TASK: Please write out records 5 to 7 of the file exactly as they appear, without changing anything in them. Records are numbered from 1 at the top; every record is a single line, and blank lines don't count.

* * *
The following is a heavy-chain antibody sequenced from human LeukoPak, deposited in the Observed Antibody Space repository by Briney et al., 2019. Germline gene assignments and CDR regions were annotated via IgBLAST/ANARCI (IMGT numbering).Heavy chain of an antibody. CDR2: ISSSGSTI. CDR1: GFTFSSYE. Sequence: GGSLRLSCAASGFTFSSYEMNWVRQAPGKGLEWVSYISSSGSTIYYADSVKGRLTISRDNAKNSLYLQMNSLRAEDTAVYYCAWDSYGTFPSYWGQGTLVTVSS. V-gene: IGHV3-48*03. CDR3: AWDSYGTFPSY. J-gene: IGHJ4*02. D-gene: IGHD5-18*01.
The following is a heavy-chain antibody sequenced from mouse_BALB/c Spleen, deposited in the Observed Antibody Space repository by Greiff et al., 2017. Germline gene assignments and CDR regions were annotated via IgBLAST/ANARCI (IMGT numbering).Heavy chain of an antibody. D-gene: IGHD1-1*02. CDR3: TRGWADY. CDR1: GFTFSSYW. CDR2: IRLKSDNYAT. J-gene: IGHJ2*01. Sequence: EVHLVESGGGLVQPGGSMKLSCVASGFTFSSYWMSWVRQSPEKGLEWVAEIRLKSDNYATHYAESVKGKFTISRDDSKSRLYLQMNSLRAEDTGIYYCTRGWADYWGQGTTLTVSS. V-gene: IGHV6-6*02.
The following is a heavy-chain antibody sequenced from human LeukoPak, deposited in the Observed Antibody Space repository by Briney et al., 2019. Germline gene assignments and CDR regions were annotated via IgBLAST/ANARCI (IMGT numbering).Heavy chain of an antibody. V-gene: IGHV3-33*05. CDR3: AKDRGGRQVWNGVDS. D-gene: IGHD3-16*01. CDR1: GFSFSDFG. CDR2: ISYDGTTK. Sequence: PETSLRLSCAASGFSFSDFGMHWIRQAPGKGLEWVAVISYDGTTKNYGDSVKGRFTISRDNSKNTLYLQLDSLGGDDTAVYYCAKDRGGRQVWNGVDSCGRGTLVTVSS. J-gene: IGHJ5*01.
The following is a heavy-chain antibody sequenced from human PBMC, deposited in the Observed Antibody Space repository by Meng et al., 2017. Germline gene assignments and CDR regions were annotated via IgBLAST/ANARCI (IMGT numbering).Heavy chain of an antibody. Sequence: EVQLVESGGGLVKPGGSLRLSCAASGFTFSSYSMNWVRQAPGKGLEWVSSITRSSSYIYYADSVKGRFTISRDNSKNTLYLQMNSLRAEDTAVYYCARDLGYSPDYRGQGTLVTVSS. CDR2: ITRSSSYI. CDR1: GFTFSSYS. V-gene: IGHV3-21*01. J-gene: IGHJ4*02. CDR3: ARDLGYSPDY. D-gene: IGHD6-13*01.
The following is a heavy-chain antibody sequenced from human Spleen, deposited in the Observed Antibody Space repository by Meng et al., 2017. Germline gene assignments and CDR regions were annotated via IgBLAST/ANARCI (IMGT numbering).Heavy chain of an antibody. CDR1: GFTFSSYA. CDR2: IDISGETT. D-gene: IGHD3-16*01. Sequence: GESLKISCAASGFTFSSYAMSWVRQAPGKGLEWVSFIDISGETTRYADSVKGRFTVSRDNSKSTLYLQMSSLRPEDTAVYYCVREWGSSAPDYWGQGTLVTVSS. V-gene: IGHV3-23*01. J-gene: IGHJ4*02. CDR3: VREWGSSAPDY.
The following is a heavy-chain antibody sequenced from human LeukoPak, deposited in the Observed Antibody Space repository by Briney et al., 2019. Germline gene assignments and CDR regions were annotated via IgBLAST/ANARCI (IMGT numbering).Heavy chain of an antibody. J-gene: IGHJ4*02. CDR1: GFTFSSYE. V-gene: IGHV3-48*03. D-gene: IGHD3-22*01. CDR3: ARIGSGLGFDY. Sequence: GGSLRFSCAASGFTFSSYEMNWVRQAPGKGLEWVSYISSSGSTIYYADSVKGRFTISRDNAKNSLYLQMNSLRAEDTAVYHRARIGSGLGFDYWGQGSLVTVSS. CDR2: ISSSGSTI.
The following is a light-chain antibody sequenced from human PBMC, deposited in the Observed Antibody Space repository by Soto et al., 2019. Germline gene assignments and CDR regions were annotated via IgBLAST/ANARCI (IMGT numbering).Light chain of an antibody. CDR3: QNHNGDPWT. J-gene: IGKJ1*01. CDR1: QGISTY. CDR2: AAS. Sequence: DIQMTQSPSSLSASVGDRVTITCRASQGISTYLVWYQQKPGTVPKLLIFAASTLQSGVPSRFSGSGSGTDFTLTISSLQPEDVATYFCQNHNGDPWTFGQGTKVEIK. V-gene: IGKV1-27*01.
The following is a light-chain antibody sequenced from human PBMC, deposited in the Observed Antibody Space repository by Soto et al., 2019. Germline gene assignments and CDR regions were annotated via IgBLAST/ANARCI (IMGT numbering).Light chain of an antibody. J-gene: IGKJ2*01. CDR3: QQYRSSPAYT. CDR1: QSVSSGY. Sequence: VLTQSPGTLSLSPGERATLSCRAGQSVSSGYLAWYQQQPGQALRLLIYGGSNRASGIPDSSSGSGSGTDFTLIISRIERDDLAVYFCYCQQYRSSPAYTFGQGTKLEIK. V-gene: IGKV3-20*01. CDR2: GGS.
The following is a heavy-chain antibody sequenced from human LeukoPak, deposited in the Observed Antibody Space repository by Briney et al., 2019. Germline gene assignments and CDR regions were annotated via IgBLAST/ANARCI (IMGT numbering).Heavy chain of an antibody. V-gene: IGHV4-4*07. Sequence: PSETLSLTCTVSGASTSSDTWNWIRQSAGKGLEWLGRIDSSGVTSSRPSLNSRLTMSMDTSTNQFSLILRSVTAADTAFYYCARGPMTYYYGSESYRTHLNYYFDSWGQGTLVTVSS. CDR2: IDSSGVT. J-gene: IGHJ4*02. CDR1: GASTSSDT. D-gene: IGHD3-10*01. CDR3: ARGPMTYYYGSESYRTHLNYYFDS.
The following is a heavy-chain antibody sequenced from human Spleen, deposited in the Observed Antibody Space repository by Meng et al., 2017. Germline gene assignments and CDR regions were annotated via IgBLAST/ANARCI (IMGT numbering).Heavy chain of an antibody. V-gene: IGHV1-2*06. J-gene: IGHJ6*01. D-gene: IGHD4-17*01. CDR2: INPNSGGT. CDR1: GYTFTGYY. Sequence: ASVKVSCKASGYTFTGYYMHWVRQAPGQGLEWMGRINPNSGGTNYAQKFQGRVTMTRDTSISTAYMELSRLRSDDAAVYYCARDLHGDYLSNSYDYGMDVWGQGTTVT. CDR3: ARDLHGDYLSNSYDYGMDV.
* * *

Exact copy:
The following is a heavy-chain antibody sequenced from human Spleen, deposited in the Observed Antibody Space repository by Meng et al., 2017. Germline gene assignments and CDR regions were annotated via IgBLAST/ANARCI (IMGT numbering).Heavy chain of an antibody. CDR1: GFTFSSYA. CDR2: IDISGETT. D-gene: IGHD3-16*01. Sequence: GESLKISCAASGFTFSSYAMSWVRQAPGKGLEWVSFIDISGETTRYADSVKGRFTVSRDNSKSTLYLQMSSLRPEDTAVYYCVREWGSSAPDYWGQGTLVTVSS. V-gene: IGHV3-23*01. J-gene: IGHJ4*02. CDR3: VREWGSSAPDY.
The following is a heavy-chain antibody sequenced from human LeukoPak, deposited in the Observed Antibody Space repository by Briney et al., 2019. Germline gene assignments and CDR regions were annotated via IgBLAST/ANARCI (IMGT numbering).Heavy chain of an antibody. J-gene: IGHJ4*02. CDR1: GFTFSSYE. V-gene: IGHV3-48*03. D-gene: IGHD3-22*01. CDR3: ARIGSGLGFDY. Sequence: GGSLRFSCAASGFTFSSYEMNWVRQAPGKGLEWVSYISSSGSTIYYADSVKGRFTISRDNAKNSLYLQMNSLRAEDTAVYHRARIGSGLGFDYWGQGSLVTVSS. CDR2: ISSSGSTI.
The following is a light-chain antibody sequenced from human PBMC, deposited in the Observed Antibody Space repository by Soto et al., 2019. Germline gene assignments and CDR regions were annotated via IgBLAST/ANARCI (IMGT numbering).Light chain of an antibody. CDR3: QNHNGDPWT. J-gene: IGKJ1*01. CDR1: QGISTY. CDR2: AAS. Sequence: DIQMTQSPSSLSASVGDRVTITCRASQGISTYLVWYQQKPGTVPKLLIFAASTLQSGVPSRFSGSGSGTDFTLTISSLQPEDVATYFCQNHNGDPWTFGQGTKVEIK. V-gene: IGKV1-27*01.